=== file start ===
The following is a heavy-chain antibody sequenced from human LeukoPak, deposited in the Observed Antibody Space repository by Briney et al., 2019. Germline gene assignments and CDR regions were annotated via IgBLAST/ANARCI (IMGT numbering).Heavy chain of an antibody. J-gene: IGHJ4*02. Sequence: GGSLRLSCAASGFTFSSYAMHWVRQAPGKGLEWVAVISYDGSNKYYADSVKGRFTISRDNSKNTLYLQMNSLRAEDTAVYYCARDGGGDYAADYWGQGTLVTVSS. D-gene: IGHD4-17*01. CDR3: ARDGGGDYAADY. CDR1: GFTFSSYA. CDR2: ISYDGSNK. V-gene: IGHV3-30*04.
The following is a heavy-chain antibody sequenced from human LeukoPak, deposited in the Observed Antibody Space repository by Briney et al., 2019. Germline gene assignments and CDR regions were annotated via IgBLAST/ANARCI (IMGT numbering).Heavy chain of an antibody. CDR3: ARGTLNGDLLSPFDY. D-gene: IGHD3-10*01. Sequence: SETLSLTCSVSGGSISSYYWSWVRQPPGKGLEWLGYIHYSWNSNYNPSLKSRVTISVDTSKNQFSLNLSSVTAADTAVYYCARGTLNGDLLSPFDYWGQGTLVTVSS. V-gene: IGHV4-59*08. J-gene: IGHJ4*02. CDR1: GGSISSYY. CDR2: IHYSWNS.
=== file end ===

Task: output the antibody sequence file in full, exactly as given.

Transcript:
The following is a heavy-chain antibody sequenced from human LeukoPak, deposited in the Observed Antibody Space repository by Briney et al., 2019. Germline gene assignments and CDR regions were annotated via IgBLAST/ANARCI (IMGT numbering).Heavy chain of an antibody. J-gene: IGHJ4*02. Sequence: GGSLRLSCAASGFTFSSYAMHWVRQAPGKGLEWVAVISYDGSNKYYADSVKGRFTISRDNSKNTLYLQMNSLRAEDTAVYYCARDGGGDYAADYWGQGTLVTVSS. D-gene: IGHD4-17*01. CDR3: ARDGGGDYAADY. CDR1: GFTFSSYA. CDR2: ISYDGSNK. V-gene: IGHV3-30*04.
The following is a heavy-chain antibody sequenced from human LeukoPak, deposited in the Observed Antibody Space repository by Briney et al., 2019. Germline gene assignments and CDR regions were annotated via IgBLAST/ANARCI (IMGT numbering).Heavy chain of an antibody. CDR3: ARGTLNGDLLSPFDY. D-gene: IGHD3-10*01. Sequence: SETLSLTCSVSGGSISSYYWSWVRQPPGKGLEWLGYIHYSWNSNYNPSLKSRVTISVDTSKNQFSLNLSSVTAADTAVYYCARGTLNGDLLSPFDYWGQGTLVTVSS. V-gene: IGHV4-59*08. J-gene: IGHJ4*02. CDR1: GGSISSYY. CDR2: IHYSWNS.